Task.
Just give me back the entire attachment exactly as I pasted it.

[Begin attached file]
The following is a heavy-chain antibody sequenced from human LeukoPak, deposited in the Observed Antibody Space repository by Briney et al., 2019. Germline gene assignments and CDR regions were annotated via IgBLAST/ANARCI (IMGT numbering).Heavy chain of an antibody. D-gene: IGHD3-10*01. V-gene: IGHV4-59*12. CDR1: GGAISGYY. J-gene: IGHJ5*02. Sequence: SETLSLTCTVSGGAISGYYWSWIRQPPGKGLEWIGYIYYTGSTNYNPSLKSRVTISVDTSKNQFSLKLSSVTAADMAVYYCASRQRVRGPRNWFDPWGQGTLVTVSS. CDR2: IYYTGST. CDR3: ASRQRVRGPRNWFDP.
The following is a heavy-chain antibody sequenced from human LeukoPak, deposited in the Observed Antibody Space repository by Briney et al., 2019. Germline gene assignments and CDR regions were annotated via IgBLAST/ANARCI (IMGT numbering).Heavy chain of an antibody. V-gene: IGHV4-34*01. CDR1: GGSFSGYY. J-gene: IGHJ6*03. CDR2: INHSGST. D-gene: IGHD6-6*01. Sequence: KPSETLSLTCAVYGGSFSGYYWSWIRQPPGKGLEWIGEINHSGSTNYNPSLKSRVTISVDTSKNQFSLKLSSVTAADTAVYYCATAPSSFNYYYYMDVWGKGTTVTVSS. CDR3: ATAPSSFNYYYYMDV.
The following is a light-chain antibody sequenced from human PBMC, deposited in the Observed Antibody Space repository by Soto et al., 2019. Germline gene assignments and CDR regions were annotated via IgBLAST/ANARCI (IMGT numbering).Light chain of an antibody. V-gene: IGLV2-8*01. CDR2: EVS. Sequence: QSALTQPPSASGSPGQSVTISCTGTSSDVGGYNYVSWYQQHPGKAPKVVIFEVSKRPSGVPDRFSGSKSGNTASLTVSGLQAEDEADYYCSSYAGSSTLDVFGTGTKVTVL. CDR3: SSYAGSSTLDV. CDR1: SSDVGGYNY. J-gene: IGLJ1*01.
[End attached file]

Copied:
The following is a heavy-chain antibody sequenced from human LeukoPak, deposited in the Observed Antibody Space repository by Briney et al., 2019. Germline gene assignments and CDR regions were annotated via IgBLAST/ANARCI (IMGT numbering).Heavy chain of an antibody. D-gene: IGHD3-10*01. V-gene: IGHV4-59*12. CDR1: GGAISGYY. J-gene: IGHJ5*02. Sequence: SETLSLTCTVSGGAISGYYWSWIRQPPGKGLEWIGYIYYTGSTNYNPSLKSRVTISVDTSKNQFSLKLSSVTAADMAVYYCASRQRVRGPRNWFDPWGQGTLVTVSS. CDR2: IYYTGST. CDR3: ASRQRVRGPRNWFDP.
The following is a heavy-chain antibody sequenced from human LeukoPak, deposited in the Observed Antibody Space repository by Briney et al., 2019. Germline gene assignments and CDR regions were annotated via IgBLAST/ANARCI (IMGT numbering).Heavy chain of an antibody. V-gene: IGHV4-34*01. CDR1: GGSFSGYY. J-gene: IGHJ6*03. CDR2: INHSGST. D-gene: IGHD6-6*01. Sequence: KPSETLSLTCAVYGGSFSGYYWSWIRQPPGKGLEWIGEINHSGSTNYNPSLKSRVTISVDTSKNQFSLKLSSVTAADTAVYYCATAPSSFNYYYYMDVWGKGTTVTVSS. CDR3: ATAPSSFNYYYYMDV.
The following is a light-chain antibody sequenced from human PBMC, deposited in the Observed Antibody Space repository by Soto et al., 2019. Germline gene assignments and CDR regions were annotated via IgBLAST/ANARCI (IMGT numbering).Light chain of an antibody. V-gene: IGLV2-8*01. CDR2: EVS. Sequence: QSALTQPPSASGSPGQSVTISCTGTSSDVGGYNYVSWYQQHPGKAPKVVIFEVSKRPSGVPDRFSGSKSGNTASLTVSGLQAEDEADYYCSSYAGSSTLDVFGTGTKVTVL. CDR3: SSYAGSSTLDV. CDR1: SSDVGGYNY. J-gene: IGLJ1*01.